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Manhattan’s triumphant real estate comeback

Leading New York City luxury real estate broker Stan Ponte reveals the secrets behind a record-breaking year.

“We always joke about New York being the ‘city that never sleeps’,” says luxury Manhattan real estate broker Stan Ponte. But on 22 March 2020, Ponte’s birthday, the streets fell silent as 8.4 million New Yorkers went into lockdown. “New York seemed almost like the poster child of the pandemic early on. It was so dramatic to see Times Square empty.”


The 220 Central Park South residential skyscraper situated along Billionaires’ Row on the south side of Central Park in the Midtown neighbourhood of New York. Midtown is the only section of the borough where new-development sales are lagging behind their pre-pandemic performance. (Photo by Amir Hamja/Bloomberg via Getty Images)

Like all industries, real estate had to adapt to a ‘new normal’ but with an unprecedented market shut down and in-person viewings off-limits, in Q2 of 2020, Manhattan was in the midst of the largest percentage drop in sales for 30 years. With a market in shock and listing inventory down to a seven-year low, how did the New York City real estate market return with such a bang in 2021 to achieve the highest number of sales in the third quarter for 32 years?

If you want to know the answers, Stan Ponte is the person to ask. The senior global real estate adviser and associate broker at Sotheby’s International Realty was named the number two agent in Manhattan in 2020, achieving $144m in sales. His current listings include the $79m Pinnacle Penthouse and the $25.95m Pavilion A at Woolworth Tower Residences which was used to film the HBO show Succession, among many other luxury properties.

“There were over 4,500 closed sales in the third quarter of 2021. It was triple that of 2020, beating the 2007 record, which was 3,939,” says Ponte, explaining the figures behind the headlines. “It really brought us back to those days of the heights of the market – the pre-Lehman [Brothers] days we call it in New York.”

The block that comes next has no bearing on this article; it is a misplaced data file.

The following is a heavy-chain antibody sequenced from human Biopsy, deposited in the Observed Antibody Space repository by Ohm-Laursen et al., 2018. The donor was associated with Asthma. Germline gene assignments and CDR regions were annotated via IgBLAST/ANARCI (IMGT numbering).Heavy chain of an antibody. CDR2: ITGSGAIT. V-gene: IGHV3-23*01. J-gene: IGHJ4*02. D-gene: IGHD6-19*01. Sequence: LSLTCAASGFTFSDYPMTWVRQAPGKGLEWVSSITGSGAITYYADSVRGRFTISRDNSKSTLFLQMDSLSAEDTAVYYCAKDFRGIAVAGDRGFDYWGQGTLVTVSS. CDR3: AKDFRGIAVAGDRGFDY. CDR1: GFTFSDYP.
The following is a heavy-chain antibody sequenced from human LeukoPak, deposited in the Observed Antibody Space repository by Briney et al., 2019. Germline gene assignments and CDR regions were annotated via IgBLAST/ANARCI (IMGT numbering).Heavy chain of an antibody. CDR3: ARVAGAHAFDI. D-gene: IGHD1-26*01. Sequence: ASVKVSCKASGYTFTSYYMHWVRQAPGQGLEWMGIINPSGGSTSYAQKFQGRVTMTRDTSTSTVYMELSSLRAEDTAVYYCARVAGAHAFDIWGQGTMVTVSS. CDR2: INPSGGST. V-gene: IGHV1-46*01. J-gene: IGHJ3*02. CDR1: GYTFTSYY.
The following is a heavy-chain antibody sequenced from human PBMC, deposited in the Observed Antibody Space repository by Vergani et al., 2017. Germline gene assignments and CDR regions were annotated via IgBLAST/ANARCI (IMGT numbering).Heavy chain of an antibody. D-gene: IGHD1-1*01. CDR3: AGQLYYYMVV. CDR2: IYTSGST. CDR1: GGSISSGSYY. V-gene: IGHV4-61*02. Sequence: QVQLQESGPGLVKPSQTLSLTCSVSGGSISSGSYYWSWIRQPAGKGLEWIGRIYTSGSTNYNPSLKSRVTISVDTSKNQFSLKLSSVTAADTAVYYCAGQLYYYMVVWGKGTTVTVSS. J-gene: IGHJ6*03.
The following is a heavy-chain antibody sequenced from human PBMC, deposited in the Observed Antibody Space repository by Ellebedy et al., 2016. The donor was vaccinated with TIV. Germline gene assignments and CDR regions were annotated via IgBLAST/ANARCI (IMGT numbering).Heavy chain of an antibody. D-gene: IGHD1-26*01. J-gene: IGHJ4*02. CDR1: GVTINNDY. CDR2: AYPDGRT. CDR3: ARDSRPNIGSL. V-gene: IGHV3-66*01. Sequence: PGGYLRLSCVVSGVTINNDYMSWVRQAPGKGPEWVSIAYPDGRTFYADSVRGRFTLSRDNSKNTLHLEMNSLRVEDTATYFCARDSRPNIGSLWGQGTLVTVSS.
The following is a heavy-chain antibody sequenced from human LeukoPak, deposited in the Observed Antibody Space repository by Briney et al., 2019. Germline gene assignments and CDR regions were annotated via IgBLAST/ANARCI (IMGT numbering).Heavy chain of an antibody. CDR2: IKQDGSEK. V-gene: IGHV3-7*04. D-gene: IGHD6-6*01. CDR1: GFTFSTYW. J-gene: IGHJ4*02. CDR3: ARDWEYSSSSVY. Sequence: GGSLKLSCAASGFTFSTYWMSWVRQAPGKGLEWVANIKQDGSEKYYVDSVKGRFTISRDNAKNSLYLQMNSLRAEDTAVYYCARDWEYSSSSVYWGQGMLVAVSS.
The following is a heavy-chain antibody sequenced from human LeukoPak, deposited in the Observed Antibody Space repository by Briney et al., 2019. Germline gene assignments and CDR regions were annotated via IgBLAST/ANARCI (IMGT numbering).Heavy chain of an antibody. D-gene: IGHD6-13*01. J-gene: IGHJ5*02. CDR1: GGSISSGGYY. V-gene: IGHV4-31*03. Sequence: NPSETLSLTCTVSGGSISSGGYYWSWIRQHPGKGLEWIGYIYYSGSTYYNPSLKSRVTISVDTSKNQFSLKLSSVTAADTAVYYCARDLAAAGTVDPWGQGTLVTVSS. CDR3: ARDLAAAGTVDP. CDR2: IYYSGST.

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According to Ponte, 2021’s fourth quarter will follow a similar story, with luxury real estate doing particularly well. The broker points to the Olshan Luxury Market Report that lists contracts signed on Manhattan residential properties $4m and above. Data reveals there were 411 contracts signed in Q3, with Q4 numbers already at 394 as of 1 December 2021.

To understand the surge in sales, you have to look a little further back than the start of the pandemic. “In 2015, 2016 and 2017 we were really flying along and then in 2018, there was a bit of a chilled blanket put on the market. Part of that was the change in tax laws in 2017 that took a little bit of a swipe at ultra-high-net-worth individuals’ (UHNWI) perception of the New York City real estate market. In particular, the SALT tax implications put a $10,000 limit on how much money one could deduct on mortgage interest costs and on property tax costs.

“Then, New York City also added a graduated mansion tax. We’ve always had a mansion tax in New York of 1% on all properties over $1m but starting on 1 July 2019, they created a graduated tax which went as high as 3.9% on the acquisition of property over $25m.

“Basically everyone that was in the luxury market knew the tax was coming, they [completed] before the tax start date and then the second half of 2019 was a bit slow. We had a sense that Covid-19 was in the air by January of 2020 with reports out of China and people started to press the pause button.”